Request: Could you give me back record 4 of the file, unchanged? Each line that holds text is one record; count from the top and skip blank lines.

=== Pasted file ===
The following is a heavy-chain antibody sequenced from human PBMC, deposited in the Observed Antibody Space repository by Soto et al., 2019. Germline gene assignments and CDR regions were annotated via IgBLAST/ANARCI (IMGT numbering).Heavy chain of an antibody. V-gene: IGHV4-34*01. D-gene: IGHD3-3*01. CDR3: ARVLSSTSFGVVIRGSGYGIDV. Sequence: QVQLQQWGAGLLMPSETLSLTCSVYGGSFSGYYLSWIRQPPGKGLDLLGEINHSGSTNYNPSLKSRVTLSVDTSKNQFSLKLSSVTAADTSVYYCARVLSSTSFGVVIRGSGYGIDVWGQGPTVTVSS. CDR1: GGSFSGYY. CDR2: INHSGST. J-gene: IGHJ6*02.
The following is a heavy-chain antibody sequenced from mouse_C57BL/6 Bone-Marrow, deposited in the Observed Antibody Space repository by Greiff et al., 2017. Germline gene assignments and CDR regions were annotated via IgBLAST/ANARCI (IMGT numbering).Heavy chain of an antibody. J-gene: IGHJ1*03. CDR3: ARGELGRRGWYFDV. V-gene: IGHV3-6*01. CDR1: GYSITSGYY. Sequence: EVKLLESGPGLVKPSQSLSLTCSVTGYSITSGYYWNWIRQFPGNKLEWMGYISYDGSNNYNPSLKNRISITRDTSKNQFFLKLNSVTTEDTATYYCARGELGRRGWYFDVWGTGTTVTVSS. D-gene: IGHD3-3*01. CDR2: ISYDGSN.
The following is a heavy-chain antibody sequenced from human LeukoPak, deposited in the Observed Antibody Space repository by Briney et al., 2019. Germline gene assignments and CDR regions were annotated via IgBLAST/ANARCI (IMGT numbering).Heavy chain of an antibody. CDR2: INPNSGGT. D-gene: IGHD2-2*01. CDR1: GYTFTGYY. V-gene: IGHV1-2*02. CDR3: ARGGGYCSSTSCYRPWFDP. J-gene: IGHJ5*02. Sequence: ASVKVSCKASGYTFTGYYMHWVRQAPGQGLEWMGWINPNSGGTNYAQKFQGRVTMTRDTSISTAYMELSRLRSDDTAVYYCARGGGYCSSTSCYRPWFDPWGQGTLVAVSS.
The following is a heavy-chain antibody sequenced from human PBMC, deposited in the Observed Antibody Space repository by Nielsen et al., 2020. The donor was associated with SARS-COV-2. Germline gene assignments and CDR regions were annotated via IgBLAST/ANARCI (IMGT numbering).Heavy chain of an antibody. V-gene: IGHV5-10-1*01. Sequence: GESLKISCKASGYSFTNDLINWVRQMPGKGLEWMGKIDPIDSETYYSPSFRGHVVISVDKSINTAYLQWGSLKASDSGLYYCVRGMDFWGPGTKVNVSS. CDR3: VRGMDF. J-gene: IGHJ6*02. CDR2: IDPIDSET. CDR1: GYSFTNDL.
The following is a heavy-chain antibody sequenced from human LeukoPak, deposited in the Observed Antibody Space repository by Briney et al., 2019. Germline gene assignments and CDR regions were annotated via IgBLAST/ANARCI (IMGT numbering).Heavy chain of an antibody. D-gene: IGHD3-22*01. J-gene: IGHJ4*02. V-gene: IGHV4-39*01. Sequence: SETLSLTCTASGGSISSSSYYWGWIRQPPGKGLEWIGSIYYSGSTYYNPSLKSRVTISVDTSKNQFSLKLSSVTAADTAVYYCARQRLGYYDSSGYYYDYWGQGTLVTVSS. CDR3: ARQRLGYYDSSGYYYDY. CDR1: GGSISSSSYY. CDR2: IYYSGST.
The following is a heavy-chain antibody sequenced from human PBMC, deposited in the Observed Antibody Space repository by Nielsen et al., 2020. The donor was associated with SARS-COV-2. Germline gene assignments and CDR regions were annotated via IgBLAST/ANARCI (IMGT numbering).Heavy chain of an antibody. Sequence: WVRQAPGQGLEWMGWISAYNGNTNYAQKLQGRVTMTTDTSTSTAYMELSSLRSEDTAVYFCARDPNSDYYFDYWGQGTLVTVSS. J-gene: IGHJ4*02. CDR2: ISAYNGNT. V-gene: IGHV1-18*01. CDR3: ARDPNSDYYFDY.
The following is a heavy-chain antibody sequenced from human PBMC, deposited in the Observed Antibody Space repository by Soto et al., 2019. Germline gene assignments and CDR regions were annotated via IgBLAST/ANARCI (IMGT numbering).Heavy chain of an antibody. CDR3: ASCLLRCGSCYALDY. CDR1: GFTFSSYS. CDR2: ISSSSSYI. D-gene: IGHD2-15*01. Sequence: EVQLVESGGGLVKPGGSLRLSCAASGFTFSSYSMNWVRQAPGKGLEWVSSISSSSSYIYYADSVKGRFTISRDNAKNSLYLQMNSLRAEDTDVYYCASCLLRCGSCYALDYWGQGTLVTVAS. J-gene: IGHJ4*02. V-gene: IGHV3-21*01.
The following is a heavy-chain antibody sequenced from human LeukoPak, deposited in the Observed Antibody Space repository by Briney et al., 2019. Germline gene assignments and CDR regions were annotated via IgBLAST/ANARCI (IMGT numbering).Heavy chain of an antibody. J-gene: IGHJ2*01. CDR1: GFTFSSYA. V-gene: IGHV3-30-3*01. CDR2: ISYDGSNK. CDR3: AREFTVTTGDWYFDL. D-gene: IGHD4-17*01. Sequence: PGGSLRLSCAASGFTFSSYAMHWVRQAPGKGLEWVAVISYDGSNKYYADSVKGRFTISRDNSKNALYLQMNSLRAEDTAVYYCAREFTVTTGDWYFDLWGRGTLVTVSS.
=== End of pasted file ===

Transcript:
The following is a heavy-chain antibody sequenced from human PBMC, deposited in the Observed Antibody Space repository by Nielsen et al., 2020. The donor was associated with SARS-COV-2. Germline gene assignments and CDR regions were annotated via IgBLAST/ANARCI (IMGT numbering).Heavy chain of an antibody. V-gene: IGHV5-10-1*01. Sequence: GESLKISCKASGYSFTNDLINWVRQMPGKGLEWMGKIDPIDSETYYSPSFRGHVVISVDKSINTAYLQWGSLKASDSGLYYCVRGMDFWGPGTKVNVSS. CDR3: VRGMDF. J-gene: IGHJ6*02. CDR2: IDPIDSET. CDR1: GYSFTNDL.